Economics and commerce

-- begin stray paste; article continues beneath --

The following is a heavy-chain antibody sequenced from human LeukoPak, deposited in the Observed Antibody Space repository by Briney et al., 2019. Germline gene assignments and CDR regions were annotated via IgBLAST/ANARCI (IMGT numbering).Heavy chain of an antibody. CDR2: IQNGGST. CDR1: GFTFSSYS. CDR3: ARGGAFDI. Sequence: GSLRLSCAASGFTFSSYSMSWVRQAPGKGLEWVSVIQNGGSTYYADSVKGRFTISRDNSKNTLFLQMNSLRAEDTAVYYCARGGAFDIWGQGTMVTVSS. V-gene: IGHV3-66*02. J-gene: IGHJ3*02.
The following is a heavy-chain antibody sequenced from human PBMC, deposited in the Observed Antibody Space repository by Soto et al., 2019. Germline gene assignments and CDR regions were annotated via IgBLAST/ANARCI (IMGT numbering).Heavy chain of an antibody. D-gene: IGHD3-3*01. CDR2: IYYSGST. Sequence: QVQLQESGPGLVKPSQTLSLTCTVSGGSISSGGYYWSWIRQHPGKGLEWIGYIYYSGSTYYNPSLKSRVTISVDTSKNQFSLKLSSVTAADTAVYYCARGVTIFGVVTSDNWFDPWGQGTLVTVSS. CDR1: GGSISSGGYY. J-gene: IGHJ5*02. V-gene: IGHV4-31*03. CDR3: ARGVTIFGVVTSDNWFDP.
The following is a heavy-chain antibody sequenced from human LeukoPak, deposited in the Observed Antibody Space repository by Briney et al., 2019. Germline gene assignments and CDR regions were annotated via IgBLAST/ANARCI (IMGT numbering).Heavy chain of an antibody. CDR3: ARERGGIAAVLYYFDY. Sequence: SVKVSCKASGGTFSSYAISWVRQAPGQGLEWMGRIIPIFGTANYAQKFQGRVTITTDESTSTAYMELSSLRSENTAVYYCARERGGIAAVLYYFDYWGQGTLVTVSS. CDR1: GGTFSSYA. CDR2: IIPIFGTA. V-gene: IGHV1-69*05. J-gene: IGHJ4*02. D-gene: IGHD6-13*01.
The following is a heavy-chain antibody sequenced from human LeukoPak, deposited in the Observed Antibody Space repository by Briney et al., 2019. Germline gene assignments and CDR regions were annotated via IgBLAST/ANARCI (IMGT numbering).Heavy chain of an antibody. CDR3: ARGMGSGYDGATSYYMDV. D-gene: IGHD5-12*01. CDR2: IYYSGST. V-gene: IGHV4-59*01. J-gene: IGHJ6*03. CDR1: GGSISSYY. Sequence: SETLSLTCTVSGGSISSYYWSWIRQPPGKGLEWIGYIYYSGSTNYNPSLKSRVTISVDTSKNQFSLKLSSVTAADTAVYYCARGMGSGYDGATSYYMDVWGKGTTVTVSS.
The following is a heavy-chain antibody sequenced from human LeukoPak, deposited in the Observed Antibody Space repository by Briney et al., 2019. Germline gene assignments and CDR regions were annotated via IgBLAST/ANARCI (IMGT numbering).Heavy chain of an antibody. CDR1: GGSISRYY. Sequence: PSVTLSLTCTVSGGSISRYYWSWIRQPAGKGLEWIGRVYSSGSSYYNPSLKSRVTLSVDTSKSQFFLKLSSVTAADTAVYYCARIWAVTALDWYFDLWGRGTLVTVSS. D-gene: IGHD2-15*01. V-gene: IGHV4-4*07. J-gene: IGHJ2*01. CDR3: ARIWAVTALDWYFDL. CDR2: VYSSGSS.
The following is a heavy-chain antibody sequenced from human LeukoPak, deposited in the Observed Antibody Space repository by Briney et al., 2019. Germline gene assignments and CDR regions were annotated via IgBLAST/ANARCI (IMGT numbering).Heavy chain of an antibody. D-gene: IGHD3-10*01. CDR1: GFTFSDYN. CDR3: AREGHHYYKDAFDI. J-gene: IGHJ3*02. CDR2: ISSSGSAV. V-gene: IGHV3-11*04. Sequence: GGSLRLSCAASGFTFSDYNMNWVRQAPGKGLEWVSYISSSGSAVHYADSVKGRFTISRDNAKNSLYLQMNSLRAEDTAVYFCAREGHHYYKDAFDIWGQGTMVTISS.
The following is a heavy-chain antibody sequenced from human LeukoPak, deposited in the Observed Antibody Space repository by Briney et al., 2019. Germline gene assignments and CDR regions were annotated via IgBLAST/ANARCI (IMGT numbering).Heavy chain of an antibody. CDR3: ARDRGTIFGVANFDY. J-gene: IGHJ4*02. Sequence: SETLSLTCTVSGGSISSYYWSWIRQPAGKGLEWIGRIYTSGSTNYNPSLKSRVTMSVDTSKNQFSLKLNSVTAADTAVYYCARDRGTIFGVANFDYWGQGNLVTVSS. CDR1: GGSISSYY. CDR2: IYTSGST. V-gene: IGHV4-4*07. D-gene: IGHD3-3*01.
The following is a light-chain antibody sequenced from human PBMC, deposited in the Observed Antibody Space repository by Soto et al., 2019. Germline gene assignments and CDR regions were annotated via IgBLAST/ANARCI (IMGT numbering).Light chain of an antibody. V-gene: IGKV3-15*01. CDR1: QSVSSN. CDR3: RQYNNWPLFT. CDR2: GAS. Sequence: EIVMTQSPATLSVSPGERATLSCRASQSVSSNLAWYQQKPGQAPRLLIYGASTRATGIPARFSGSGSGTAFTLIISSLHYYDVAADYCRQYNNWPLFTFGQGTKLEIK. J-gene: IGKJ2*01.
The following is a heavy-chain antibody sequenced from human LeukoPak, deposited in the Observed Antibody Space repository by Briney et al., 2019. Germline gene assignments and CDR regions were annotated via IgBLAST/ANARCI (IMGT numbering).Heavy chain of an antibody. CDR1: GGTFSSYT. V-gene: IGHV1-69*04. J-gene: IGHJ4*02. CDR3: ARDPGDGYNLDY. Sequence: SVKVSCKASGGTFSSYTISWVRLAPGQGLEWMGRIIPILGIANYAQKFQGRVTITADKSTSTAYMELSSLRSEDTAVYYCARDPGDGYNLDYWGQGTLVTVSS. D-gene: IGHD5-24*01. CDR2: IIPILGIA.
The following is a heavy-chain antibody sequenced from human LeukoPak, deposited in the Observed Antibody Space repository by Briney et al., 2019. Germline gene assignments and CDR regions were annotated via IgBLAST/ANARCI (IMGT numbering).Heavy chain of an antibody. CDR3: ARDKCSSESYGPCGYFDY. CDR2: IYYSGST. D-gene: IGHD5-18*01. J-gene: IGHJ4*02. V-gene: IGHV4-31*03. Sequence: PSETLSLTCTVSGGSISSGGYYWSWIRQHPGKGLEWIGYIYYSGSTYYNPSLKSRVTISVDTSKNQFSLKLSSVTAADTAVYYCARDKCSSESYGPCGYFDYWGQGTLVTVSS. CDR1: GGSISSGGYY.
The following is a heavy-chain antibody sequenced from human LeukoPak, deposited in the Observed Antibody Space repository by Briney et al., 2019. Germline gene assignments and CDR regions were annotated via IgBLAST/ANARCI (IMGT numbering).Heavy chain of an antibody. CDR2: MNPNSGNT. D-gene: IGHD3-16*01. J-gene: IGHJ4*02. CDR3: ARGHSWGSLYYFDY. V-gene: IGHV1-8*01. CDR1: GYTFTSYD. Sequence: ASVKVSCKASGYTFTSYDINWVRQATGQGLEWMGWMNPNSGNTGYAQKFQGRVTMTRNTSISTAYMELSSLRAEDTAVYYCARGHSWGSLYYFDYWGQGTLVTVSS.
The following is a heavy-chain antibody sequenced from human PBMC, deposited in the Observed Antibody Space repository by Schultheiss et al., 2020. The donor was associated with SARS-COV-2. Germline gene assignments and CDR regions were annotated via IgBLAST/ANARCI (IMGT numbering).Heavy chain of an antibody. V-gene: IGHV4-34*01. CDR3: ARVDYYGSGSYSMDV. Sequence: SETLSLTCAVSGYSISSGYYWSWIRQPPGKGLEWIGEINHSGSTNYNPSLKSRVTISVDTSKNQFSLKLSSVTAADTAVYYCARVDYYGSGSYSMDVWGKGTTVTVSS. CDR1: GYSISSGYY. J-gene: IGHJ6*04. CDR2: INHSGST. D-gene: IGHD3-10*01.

Modern life in Japan is centred on the success of the nation's commerce and we need not be surprised to find that many of Japan's more thoughtful science fiction stories show a concern over current commercial practices. Are they really essential for the nation's well-being? Or are they detrimental to the quality of human life? Are they ethical? Are they sustainable? Are they wise? Do they create tensions in society that must eventually exact a heavy price? Do they create tensions with Japan's trading partners that must eventually rebound to Japan's disadvantage? Is there no limit to the extent to which commercialism can pervade human life? Has it become the object of existence? Will the Japanese be able to escape it? Can Japan's prosperity continue without it? Is the nation's prosperity too fragile to last anyway? These and many other similar questions are the very stuff out of which much modern Japanese science fiction is born. Most works on the subject are critical. Few set out to praise modern Japanese practices. This, many would believe, is an inherent characteristic of the genre. Yet the fact that writers (especially Hoshi Shin'ichi) can find so much to criticize and can evoke such an enthusiastic response from their (mainly youthful) readers is an indication that something is present in Japanese commercial life that does not sit well with the Japanese psyche. The fact that the readers belong overwhelmingly to the younger generation may well presage a mounting crescendo of generational dissatisfaction and subsequent changes in direction.